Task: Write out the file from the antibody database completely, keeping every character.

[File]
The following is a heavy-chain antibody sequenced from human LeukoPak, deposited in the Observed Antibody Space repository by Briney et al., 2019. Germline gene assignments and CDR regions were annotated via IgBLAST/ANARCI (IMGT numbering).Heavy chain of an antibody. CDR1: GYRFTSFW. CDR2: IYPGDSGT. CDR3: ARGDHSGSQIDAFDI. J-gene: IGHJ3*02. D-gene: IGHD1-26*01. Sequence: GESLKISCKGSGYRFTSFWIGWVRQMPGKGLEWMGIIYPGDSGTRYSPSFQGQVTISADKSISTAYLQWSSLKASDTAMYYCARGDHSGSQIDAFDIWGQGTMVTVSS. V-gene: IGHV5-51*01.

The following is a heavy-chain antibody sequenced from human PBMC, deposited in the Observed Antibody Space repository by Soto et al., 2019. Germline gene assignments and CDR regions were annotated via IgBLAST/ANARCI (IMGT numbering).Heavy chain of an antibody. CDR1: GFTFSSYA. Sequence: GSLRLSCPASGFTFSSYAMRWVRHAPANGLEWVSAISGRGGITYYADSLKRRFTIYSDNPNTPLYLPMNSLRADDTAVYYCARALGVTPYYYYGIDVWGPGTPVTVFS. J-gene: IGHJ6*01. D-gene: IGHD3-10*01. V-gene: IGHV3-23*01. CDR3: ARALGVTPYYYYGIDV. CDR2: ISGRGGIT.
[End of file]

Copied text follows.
The following is a heavy-chain antibody sequenced from human LeukoPak, deposited in the Observed Antibody Space repository by Briney et al., 2019. Germline gene assignments and CDR regions were annotated via IgBLAST/ANARCI (IMGT numbering).Heavy chain of an antibody. CDR1: GYRFTSFW. CDR2: IYPGDSGT. CDR3: ARGDHSGSQIDAFDI. J-gene: IGHJ3*02. D-gene: IGHD1-26*01. Sequence: GESLKISCKGSGYRFTSFWIGWVRQMPGKGLEWMGIIYPGDSGTRYSPSFQGQVTISADKSISTAYLQWSSLKASDTAMYYCARGDHSGSQIDAFDIWGQGTMVTVSS. V-gene: IGHV5-51*01.

The following is a heavy-chain antibody sequenced from human PBMC, deposited in the Observed Antibody Space repository by Soto et al., 2019. Germline gene assignments and CDR regions were annotated via IgBLAST/ANARCI (IMGT numbering).Heavy chain of an antibody. CDR1: GFTFSSYA. Sequence: GSLRLSCPASGFTFSSYAMRWVRHAPANGLEWVSAISGRGGITYYADSLKRRFTIYSDNPNTPLYLPMNSLRADDTAVYYCARALGVTPYYYYGIDVWGPGTPVTVFS. J-gene: IGHJ6*01. D-gene: IGHD3-10*01. V-gene: IGHV3-23*01. CDR3: ARALGVTPYYYYGIDV. CDR2: ISGRGGIT.